Students Meet Julius Caesar on the Ides of March

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Place a genuine 2,000-year-old coin in the hand of a student and the centuries will vanish before your eyes. Teachers across the country will do just that on the Ides of March to bring a history lesson to life and kindle a reverence for the past that might be surprising.

The Ides of March (15th) was a bad day for Julius Caesar. The Roman general who rose to the pinnacle of power in 44 BC discovered that being "King of the Hill" was a risky business. Indeed, the fear of kingship guided a dagger into his heart on that portentous day.

On the 2050th anniversary of his murder by a protégé, Brutus, and other supposed friends, Latin and Classics teachers across the country will use ancient coins to teach a realistic history lesson. Of course there are no photos of Julius Caesar or his assassins, but lifelike portraits do exist on ancient coins. One silver coin with the inscription EID MAR (Eidibus Martiis = Ides of March in Latin), actually commemorates the murder of Caesar as being a patriotic act.

Zee Ann Poerio, an elementary school teacher at St. Louise de Marillac school in Pittsburgh, frequently uses genuine ancient coins to capture the imagination and inspire the interest of her students. The thrill of holding an authentic contemporary coin brings history lessons alive. Poerio, who recently was awarded a $2,500 technology grant from Best Buy, Inc. for her innovative use of ancient coins in the classroom, sees them not only as a tangible link to the past, but as the perfect tool for cross curricular connections between History, Literature, Art, etc. "I've been telling my students to Beware the Ides of March for several days. They don't know that I am plotting a hands on history lesson with ancient coins!"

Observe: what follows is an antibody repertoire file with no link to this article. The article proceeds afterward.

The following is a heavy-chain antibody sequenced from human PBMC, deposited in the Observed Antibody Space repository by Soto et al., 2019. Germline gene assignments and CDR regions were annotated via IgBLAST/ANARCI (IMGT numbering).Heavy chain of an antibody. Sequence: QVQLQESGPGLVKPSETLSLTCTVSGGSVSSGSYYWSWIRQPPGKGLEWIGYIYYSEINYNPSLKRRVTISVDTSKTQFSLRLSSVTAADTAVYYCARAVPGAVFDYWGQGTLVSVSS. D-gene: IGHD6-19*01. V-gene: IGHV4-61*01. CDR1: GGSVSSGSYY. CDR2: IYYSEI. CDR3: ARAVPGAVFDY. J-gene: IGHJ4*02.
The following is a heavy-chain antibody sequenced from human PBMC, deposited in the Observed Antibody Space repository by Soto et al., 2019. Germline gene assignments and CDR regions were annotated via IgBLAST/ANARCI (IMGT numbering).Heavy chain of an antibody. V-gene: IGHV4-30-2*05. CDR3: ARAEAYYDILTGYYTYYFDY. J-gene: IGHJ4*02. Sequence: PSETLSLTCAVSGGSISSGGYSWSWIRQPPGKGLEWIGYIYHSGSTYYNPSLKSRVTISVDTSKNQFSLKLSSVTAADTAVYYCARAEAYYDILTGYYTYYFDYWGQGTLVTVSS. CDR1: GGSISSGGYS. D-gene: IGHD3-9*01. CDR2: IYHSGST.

At Irondequoit High School in upper NY state, teacher Susie Scoppa explained that "Using the image of the EID MAR coin is my teaser for reading an account of Caesar's death from a text on the Ides of March." When shown an image of the coin to her Latin students on a classroom monitor, one student remarked "You mean they really made a coin celebrating killing Caesar? NO way!"

Teacher Jo Green at Westlake High School in Austin, Texas will also take advantage of coins in the classroom on March 15th. She is one of hundreds of teachers across the nation who use educational materials generated by the volunteer collector organization Ancient Coins for Education (http://www.ancientcoinsforeducation.org). In addition to assistance with lesson plans, this non-profit group provides genuine coins and other program enhancements to participating schools.

The phrase "Beware the Ides of March" actually comes from Shakespeare, but it has become synonymous with the avoidance of treachery and a warning to opponents of liberty. Ancient coin collectors in the United States can empathize with Caesar to some degree as the 600-year-old hobby is facing its own perils in the form of anti-collector legislation and controls. The non-profit Ancient Coin Collectors Guild (http://accg.us), a collector advocacy group formed to safeguard collector rights, is a strong supporter of ACE educational programs and independent scholarship.

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Caption: High School teacher Susie Scoppa uses the EID MAR denarius as part of a lesson plan incorporating ancient coins for education. (ACE photo)

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WAYNE G. SAYLES
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